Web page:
The axis of the 5 Cana­dian Ar­moured Di­vi­sion was WEST and NORTH to the ZUI­DER ZEE.
Lieutenant Alexander Mur­dock ROSS was Gun Posi­tion Of­fi­cer of F Troop.
About 0030 hours 17 Ap­ril 1945 the en­emy moun­ted a bri­gade at­tack on the town in an ef­fort to break thro­ugh to re­join his main for­ces.  Un­der cover of a heavy wood the en­emy suc­cee­ded in get­ting into the troop com­mand post.  Ap­pre­cia­ting that he could do noth­ing for his troop from an en­emy oc­cu­pied house, Lieu­ten­ant Ross suc­cess­fully cov­ered his com­mand post staff while they got out of the house and on to the gun po­si­tion, where they dug in, pre­pared to fight the guns to the bar­rel.  The gun po­si­tion was be­ing heav­ily mor­tared and soon was sub­jec­ted to me­dium ma­chine gun fire from both flanks as well as the front.  In spite of this cone of fire, Lieu­ten­ant Ross went to each gun de­tach­ment in turn to is­sue clear and con­cise or­ders that the po­si­tion would be held and that ev­ery round of small arms am­mu­ni­tion would be used only for a sure hit.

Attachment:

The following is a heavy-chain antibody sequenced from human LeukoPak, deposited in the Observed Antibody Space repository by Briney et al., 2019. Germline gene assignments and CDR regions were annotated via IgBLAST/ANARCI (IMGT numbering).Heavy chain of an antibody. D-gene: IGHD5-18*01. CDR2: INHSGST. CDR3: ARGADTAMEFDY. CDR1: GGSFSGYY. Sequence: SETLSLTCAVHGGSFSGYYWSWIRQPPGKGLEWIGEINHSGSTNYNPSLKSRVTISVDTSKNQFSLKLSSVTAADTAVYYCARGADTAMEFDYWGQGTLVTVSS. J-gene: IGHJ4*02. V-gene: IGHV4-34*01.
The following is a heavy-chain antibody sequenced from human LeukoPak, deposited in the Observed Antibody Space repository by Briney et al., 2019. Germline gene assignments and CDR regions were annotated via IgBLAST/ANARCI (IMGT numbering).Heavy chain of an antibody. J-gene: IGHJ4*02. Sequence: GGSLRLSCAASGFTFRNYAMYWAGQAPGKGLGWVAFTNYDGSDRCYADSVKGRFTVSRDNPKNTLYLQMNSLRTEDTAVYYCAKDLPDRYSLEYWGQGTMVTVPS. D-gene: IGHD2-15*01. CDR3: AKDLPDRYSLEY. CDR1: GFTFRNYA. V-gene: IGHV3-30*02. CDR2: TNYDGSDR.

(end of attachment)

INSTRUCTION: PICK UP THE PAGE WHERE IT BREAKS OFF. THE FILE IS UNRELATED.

As a result, when the en­emy ar­rived in strength, only vi­si­ble tar­gets were en­gaged, that is at about four feet.  Soon the troop was com­pletely sur­roun­ded and cut off; it was as­sumed that all ranks had been ei­ther kil­led or cap­tured.  But such was far from true.  This of­fi­cer with his troop, for six and one-​half hours, beat off at­tack after at­tack and de­fen­ded the guns suc­cess­fully un­til af­ter first light when as­sis­tance ar­rived to find the men clean­ing up and ha­ving break­fast.  Dur­ing the night he made two trips across 300 yards of open coun­try swept by me­dium ma­chine gun fire to con­tact the in­fan­try be­hind him to get a mes­sage to his bat­tery com­man­der at bat­tal­ion head­quar­ters to pro­duce fire from one of the other bat­ter­ies.
In spite of the fact that Lieu­ten­ant Ross is trained as an ar­til­lery offi­cer and has always been em­ployed as such, his calm, cool, stout­hear­ted de­vo­tion to duty would be ex­cep­tion­ally out­stan­ding in a trained, bat­tle-​tried in­fan­try bat­tal­ion.